Valuing Family and Friends

Today the balance sheeting exercise of assessing various aspects of life looks at family and friends. Quite possibly the title says it all and the main questions are: To what extent do I currently value them? And, how could I do more? How would you evaluate your satisfaction regarding this aspect of your life? A difficult question I know. The purpose of this review is to ponder such points, even if the answers are not so clear-cut.

Having loved ones close, even if they are not all geographically near, and being connected in whatever way to friends is very important for me. I consider myself to be fortunate in having not only my English family, but also the Italian family of my partner in my life.

Friends, not numbers
I prefer having a few good friends rather than the company of large numbers of acquaintances, as my presence on Twitter attests. That said, people are important to me and, I believe, if we want this world to be a better place than it currently is then being friendly is a crucial beginning.

Elements of friendship
Laughter, tears, reflection and the space to be silent would be near the top of my list. Honesty, trust and loyalty would be at the very top. I would like to think I offer friends these things, I know my friends give them to me.

Making an assessment
A few weeks ago I spent an afternoon with my partner and two dear friends in theory looking for office furniture. In practice we just enjoyed the few hours away from the desks in harmony with each other. Making time for more such moments would impact positively on me over the coming quarter leading up to the end of the year. I am currently with my UK family and it is strange to be at the family home without my dad being around. Life not only gives to us, but also takes from us.

Overall rating
8 out of 10. Thinking about this issue as I have been writing this posting, I realize I could be even more present for family and friends. Over the coming months I intend to do this.

Until the next posting, thanks for being here with me today. If you wish to share your input on this subject please get in touch.



6 Responses to Reflections

  1. I appreciate your article. It is true that we ~I?~ often take those I care about for granted. In the days to come I will be more mindful of that error on my part.

    I work as a Counselor-Case Manager at an Emergency Shelter for homeless people and treasure my serenity that I often find in solitude. Life is so fragile and we never know how long certain people we care about will be around.

    After reading your article I called my Elder Dad. No answer, but I will try again.

    Namaste, Che Peta

    • bgdtcoaching says:

      I truly thank you for your input here and sincerely hope the call will be answered next time. Many thanks for sharing with us here.

  2. Dawn says:

    I feel that I am connected by love with so many people, starting with my children. They are my true family as are so many in my neighborhood, community and in the world.

    Sometimes posts like this remind me of my parents who were not the ones who nurtured my spirit or cared for me as I grew, I was given into foster care at an early age.

    I can tell you the names of those who influenced me. I can tell you how I felt when they listened to my tears and when they said, “You are full of promise.” I believed them.

    My family goes beyond the usual definitions … I believe this is true for so many. The beauty of this post is expansive Brian and I am very thankful to you for writing it.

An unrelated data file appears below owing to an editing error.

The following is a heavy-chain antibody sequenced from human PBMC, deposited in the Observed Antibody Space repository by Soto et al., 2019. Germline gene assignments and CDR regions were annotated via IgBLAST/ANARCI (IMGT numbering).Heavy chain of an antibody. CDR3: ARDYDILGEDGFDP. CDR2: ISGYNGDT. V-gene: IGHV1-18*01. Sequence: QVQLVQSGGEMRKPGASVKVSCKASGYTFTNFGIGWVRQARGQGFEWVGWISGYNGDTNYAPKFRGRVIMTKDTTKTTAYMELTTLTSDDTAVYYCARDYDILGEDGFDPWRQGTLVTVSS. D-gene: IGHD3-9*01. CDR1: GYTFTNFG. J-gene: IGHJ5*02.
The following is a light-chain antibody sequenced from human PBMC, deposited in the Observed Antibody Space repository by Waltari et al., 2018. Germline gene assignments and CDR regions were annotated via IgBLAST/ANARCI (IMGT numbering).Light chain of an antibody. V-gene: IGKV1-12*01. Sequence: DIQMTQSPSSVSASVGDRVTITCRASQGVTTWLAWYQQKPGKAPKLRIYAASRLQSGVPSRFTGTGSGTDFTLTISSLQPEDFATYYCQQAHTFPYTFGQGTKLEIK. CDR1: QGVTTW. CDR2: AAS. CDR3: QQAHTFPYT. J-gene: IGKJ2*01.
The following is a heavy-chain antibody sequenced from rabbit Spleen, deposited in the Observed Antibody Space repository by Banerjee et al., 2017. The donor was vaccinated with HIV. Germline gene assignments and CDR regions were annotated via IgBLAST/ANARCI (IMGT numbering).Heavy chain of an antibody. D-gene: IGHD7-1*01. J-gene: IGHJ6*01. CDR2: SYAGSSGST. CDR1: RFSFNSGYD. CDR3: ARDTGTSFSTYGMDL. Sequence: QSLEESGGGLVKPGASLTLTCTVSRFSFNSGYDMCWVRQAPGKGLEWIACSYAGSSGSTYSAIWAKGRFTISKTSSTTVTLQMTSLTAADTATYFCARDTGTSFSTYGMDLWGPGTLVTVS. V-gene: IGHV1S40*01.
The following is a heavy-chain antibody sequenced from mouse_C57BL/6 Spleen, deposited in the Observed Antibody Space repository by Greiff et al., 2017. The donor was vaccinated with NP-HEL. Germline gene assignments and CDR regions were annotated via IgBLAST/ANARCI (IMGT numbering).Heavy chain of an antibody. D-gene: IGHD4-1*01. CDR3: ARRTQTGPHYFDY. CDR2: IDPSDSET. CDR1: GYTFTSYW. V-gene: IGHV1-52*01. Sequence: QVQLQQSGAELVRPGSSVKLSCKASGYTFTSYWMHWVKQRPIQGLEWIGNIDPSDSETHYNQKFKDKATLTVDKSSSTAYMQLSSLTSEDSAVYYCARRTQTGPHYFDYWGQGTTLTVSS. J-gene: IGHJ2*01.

• bgdtcoaching says:

      The definitions of family are certainly ours to create and being connected can add to the beauty of life. Much gratitude to you Dawn for being part of the conversation here.

  3. Family matters so much, and friends too. I have recently had to stand back myself, and look at things. I work 7 days a week most weeks and this leaves very little time for me and for my family and friends.

    Getting caught up in making an honest living, those the most precious to me are on ‘standy by’, but with parents of 83+ how long can I do this? Friends think me rude perhaps and unsociable because I am always working.

    My best friend and neighbour stopped calling in or phoning me for a chat – her reason ‘Well you are always so busy, I didnt want to disturb you’.

    I have taken ‘stock’ of what I want from life, all work and no time with those most precious to me will be of little value.

    Beginning with this weekend, I am putting aside every other Saturday to spend shopping with my Mum – I hope my 22 year old will join us too, but, appreciative that she also needs time with Mum alone, I plan to do something special with her at least once a week.

    My friends will begin to see a change too and I intend to plan at least one social outing a week too.

    All this will cut down the amount of time I work, but perhaps this will be a positive thing as I streamline my efforts and are more careful with time management.

    Families are precious and no amount of working could ever add up to the value they hold in my heart.

    A great article Brian 🙂

    • bgdtcoaching says:

      Lovely input Lesley and my heartfelt thanks to you for sharing here.

      Starting on a new course of life takes courage and strength and love. Each moment, each step taken with your loved ones will surely give you so much as you give to them. Work will still be there, but you will be able to bring a new dimension to it having stepped away from it for a short while.

      Good luck, I know such decisions are never easy though they are key elements of life. Please keep in touch as you venture out.


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